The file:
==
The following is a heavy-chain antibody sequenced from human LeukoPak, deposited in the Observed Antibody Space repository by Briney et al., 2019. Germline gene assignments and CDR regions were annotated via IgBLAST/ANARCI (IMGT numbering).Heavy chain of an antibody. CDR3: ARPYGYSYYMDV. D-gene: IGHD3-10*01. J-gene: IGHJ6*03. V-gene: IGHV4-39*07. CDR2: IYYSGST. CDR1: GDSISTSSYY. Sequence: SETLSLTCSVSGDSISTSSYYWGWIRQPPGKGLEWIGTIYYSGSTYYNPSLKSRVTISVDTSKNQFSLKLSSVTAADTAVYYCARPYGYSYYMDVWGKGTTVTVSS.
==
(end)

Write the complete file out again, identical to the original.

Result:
The following is a heavy-chain antibody sequenced from human LeukoPak, deposited in the Observed Antibody Space repository by Briney et al., 2019. Germline gene assignments and CDR regions were annotated via IgBLAST/ANARCI (IMGT numbering).Heavy chain of an antibody. CDR3: ARPYGYSYYMDV. D-gene: IGHD3-10*01. J-gene: IGHJ6*03. V-gene: IGHV4-39*07. CDR2: IYYSGST. CDR1: GDSISTSSYY. Sequence: SETLSLTCSVSGDSISTSSYYWGWIRQPPGKGLEWIGTIYYSGSTYYNPSLKSRVTISVDTSKNQFSLKLSSVTAADTAVYYCARPYGYSYYMDVWGKGTTVTVSS.